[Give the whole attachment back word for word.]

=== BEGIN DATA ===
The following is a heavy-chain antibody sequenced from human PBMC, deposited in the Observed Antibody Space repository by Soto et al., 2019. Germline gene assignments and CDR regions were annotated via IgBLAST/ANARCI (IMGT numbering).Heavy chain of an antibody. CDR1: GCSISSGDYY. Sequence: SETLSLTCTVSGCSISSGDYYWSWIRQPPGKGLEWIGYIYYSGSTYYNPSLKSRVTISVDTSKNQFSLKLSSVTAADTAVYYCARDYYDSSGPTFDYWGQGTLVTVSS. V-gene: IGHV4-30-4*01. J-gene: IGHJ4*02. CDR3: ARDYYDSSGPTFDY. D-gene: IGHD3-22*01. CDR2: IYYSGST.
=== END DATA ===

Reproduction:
The following is a heavy-chain antibody sequenced from human PBMC, deposited in the Observed Antibody Space repository by Soto et al., 2019. Germline gene assignments and CDR regions were annotated via IgBLAST/ANARCI (IMGT numbering).Heavy chain of an antibody. CDR1: GCSISSGDYY. Sequence: SETLSLTCTVSGCSISSGDYYWSWIRQPPGKGLEWIGYIYYSGSTYYNPSLKSRVTISVDTSKNQFSLKLSSVTAADTAVYYCARDYYDSSGPTFDYWGQGTLVTVSS. V-gene: IGHV4-30-4*01. J-gene: IGHJ4*02. CDR3: ARDYYDSSGPTFDY. D-gene: IGHD3-22*01. CDR2: IYYSGST.